What are My Chances? Latina Software Developer Moving to Marketing

By - Apr 28, 08:12 AM Comments [0]

This blog post is one in a series of MBA applicant profile evaluations called “What are My Chances?” authored by Michelle Stockman. Michelle, who started consulting for Accepted in 2007 and worked previously in the Columbia Business School admissions office, will provide selected applicants with school recommendations as well as an evaluation of their qualifications.

If you would like Michelle to evaluate your profile at no charge and as part of this series, please provide the information requested at http://reports.accepted.com/what_are_my_chances.

Profile #6: “Camilla” Latina software developer, plans a move to marketing

InspireOthers-Background & Work Experience: 29-year-old US citizen Latina with B.S. Comp. Sci. from a UC. Started out as developer at mid-tier financial software company, promoted to team lead of major account. Moved to startup that grew from 80 to 500 people and was acquired by giant e-retailer. Now working as a team lead in product management.

Well played. Looks like you’ve handled your cards well while riding the wave of growth in the tech industry. Right now you’re two of a kind. You’ve got hard skills as a developer, and it seems, you’ve got charisma. You not only kept your job in an acquisition, but you’ve been promoted several times. Not everyone is so lucky, or should I say, so savvy at securing a leg up when bought out, says the tech industry grapevine.

The adcom will want to know how you earned these promotions. In your resume and essays, really detail impact and leadership. Your resume bullet points should quantify what you accomplished on high profile projects. As you prep your essays, make a list of challenging projects and professional setbacks—especially dealing with dysfunctional teams. A huge part of marketing is managing creative personalities under huge amounts of pressure. How have you inspired others to perform their best?

-Short-term goal: Move outside product management into marketing.

As you’re switching functions, spend your essay real estate making the case for transition. Have you had any exposure to marketing through your experience in product management? Let them know you’re not just jumping blind because you're bored or dissatisfied. Have you participated in a marketing initiative at your company? What did you contribute, and what did you learn about marketing? What do you still need to learn?

-Long-term goal: Start tech marketing firm.

As stated above – you need to make the case for switching industries. Show you’ve done your homework by talking about conversations or research on the future of the industry.

-GMAT: 680

Not a good test taker? This is a little low. They could ding you on this if your GPA is also low. But on the upside, you are coming from an underrepresented minority. You also have a technical degree. Further, your work experience and promotions appear to speak for themselves.

-GPA: 3.62. 
First-generation college student. Supported self, and cared for ailing mother during college.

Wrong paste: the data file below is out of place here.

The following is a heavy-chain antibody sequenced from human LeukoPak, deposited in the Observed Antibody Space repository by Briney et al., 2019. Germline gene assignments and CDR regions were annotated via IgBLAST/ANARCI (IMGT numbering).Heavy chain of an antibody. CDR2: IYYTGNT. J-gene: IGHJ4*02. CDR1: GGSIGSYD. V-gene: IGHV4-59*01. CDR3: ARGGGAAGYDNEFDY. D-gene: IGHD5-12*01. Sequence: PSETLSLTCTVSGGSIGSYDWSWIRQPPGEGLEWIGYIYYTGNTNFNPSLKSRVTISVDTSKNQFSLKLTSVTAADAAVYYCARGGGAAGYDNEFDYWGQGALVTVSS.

No problem with the GPA. This is really good, especially since you supported yourself and looked after your mother. It speaks to your time management and academic ability. Write about these mitigating factors in the optional essay if you had any semesters where you’re grades were a bit low.

 Due to family obligations, most of free time is spent with them. My brother was wounded in combat in Afghanistan, so as an extended family we are involved in the Wounded Warrior Project, supporting social events for veterans.

Don’t apologize! I would suggest writing about what you have done to help support your brother and other families through their recovery. Did you organize any activities, fundraising for families, or attend support groups? The details will show how this experience has shaped your outlook on service.


Stretch matches: Stanford, Kellogg, Wharton

On-par matches: Stern, Ross, UC Berkeley, UT McCombs, Duke, Darden

Safety matches: Purdue Krannert, Indiana Kelley

Final Note: As a woman, and a Latina – coming from an underrepresented minority in the hot tech industry – the adcom will be attracted to candidates who portray themselves not only as leaders, but also as pioneers.

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Michelle Stockman is a professional journalist, former Columbia Business School admissions insider, and experienced MBA admissions consultant.




Accepted.com's experienced admissions consultants can help you create the most impressive application possible with comprehensive packages, or provide targeted assistance from picking perfect programs to designing a dazzling resume, constructing engaging essays, or preparing for intense interviews…and more! Accepted.com has guided thousands of applicants to acceptances at top MBA programs since 1994 – we know what works and what doesn't, so contact us to get started now!

This article originally appeared on the Accepted Admissions Consulting Blog, the official blog of Accepted.com.

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